Aside from that we have done some other things we would have ever thought to do: run a 5k, run a duathlon (2 mile run, 14 mile bike, 2 mile run), rock climbing, a ropes course, etc. With even more upcoming: run a triathlon, run a leg in the Bombing Memorial Run, sky diving, etc.
It's amazing, once you open that door, it's like a new freedom comes along with it. No more of that fat blocking aspects of your life! It's not just a physical limitation, not at all.
Better. Stronger. Faster.
Wes: How did your own experiences drive your interest in helping the American Heart Association fight obesity in our state?
Neill: We want to see everyone be healthy and live a long time. The easiest way to be healthy is just to take care of yourself, it's not hard! You don't have to go out and run a marathon, you just need to do something, every single day. Go for a walk with your family, park in the furthest parking spot at work, take the stairs, eat less, pass on the fried and eat the grilled, etc. And certainly changing state policies to help fight obesity can be a big help, so we're glad we've gotten plugged in with You're the Cure.
Wes: So what’s the before/after on your weight loss (and Amanda’s)? And, aside from the pound numbers, how has your weight loss changed things for you?
Neill: I started the show off at 317lbs, but for the record, that is far from the heaviest I had been. My heaviest was well over 335lbs! For the shows Finale I was down to 229, which means I lost 28% of my body weight. Since the Finale in April, I have continued to drop and am now at 215lbs, and still dropping. I have started running races (ran the Komen Race for the Cure 5k race a few weeks back), and just last weekend ran in my first duathlon (2 mile run, 14 mile bike, 2 mile run). It keeps getting better and better! On the horizon I am looking to run in a triathlon and also in the Bombing Memorial run.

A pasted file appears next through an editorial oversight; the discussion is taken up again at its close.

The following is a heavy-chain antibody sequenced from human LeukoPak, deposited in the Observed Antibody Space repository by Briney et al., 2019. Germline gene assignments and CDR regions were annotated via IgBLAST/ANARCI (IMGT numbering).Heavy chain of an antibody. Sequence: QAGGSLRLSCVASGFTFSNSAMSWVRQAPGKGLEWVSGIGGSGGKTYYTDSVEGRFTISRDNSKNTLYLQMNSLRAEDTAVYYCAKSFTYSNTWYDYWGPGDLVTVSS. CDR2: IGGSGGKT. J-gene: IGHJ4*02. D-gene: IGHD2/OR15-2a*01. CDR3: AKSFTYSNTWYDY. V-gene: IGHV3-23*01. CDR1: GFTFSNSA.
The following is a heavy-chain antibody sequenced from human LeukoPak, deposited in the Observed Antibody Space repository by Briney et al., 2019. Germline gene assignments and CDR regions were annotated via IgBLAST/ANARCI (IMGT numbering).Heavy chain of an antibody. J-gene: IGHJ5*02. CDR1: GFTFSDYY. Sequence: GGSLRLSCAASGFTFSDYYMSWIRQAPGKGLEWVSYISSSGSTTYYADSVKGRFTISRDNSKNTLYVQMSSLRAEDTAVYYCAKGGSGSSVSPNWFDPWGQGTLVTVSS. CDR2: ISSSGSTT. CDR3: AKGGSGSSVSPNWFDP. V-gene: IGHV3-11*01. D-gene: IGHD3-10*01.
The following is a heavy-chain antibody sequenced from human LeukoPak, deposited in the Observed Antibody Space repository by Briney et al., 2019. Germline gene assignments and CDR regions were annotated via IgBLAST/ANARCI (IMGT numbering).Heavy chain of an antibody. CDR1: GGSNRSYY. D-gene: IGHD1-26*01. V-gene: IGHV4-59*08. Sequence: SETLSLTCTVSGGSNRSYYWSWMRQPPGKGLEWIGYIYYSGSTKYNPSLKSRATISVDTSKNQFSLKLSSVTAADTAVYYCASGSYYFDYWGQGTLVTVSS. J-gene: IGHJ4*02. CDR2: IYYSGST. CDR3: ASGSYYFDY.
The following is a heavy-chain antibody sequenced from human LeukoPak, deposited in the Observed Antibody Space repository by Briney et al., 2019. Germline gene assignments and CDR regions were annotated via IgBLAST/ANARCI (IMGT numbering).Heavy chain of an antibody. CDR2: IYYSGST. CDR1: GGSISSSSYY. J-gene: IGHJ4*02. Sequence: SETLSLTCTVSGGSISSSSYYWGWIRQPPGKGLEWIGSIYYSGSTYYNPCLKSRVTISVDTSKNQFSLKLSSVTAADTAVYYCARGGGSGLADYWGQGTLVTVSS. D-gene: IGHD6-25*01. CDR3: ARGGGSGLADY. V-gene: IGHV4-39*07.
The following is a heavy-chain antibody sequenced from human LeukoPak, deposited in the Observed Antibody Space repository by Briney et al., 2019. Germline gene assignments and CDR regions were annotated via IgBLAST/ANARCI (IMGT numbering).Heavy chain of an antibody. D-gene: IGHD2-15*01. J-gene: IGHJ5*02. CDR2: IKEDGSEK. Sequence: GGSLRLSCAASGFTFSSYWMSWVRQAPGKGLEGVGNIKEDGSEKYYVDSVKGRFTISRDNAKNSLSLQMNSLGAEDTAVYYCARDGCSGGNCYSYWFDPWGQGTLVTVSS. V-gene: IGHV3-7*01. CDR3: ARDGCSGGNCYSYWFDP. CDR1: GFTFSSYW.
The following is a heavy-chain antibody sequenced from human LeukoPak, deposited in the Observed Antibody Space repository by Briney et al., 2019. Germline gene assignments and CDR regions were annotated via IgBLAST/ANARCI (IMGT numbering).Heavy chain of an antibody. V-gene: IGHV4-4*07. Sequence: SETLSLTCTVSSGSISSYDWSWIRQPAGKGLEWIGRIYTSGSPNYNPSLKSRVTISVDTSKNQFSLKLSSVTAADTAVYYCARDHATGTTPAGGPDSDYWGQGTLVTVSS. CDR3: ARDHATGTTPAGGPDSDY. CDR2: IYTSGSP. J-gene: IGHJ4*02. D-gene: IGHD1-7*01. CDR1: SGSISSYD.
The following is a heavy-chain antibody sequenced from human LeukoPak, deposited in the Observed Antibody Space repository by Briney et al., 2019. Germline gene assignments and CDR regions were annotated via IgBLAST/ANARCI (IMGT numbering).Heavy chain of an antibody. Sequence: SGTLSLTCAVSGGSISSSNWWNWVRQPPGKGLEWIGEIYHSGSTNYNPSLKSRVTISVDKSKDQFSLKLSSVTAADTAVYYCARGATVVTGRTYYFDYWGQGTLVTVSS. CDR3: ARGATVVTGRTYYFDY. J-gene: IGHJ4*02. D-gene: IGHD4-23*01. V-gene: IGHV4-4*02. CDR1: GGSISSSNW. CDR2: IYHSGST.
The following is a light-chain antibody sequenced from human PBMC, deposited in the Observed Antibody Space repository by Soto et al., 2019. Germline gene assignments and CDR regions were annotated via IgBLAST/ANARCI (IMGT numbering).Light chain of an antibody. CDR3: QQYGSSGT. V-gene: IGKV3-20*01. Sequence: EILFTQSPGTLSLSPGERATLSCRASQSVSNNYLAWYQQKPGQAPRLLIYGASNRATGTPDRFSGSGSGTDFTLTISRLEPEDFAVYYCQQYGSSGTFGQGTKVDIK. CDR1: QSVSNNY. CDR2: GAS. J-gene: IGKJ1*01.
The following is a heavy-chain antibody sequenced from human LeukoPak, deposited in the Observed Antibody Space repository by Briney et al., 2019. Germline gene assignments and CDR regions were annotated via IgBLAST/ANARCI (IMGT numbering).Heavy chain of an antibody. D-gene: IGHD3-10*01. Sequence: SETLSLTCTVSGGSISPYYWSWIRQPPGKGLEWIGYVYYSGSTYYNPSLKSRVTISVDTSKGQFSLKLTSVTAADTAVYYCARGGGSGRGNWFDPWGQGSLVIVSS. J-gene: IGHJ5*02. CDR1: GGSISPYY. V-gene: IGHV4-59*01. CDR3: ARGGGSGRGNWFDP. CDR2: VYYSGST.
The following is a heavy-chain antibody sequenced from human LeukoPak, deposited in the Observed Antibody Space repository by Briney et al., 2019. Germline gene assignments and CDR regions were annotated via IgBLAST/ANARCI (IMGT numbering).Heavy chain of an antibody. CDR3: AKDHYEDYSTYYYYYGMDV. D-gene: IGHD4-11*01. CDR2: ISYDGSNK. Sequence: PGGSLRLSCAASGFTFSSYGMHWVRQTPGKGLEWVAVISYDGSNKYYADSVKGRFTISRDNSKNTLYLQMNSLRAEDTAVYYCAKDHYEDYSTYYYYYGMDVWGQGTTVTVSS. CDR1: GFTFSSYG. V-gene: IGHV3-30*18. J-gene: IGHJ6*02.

Amanda started the show at 204lbs, same goes for her though, that was not her heaviest weight ever, that was in the 220lb range! For the Finale she was down to a very nice 140lbs, which means she lost almost 32% of her body weight. Since the Finale, she lost more weight, but then we got pregnant, and weight loss rules do not apply quite the same. She has been ordered by her doctor to cut the workouts to just walking, which is NO FUN for her, and she is itching to get the kid out so she can get back to the new life we have of being gym rats!
Neill and Amanda. 160+ pounds later.
For more information on Neill and Amanda, visit http://neillandamanda.com/.
Monday, October 13, 2008
I look forward to working with Kelli and her new-found expertise when she gets back.
Friday, October 3, 2008
Thursday, September 25, 2008
State health commissioner to retire
From Staff Reports
Dr. Michael Crutcher will retire as the head of the state Department of Health early next year, his office announced today.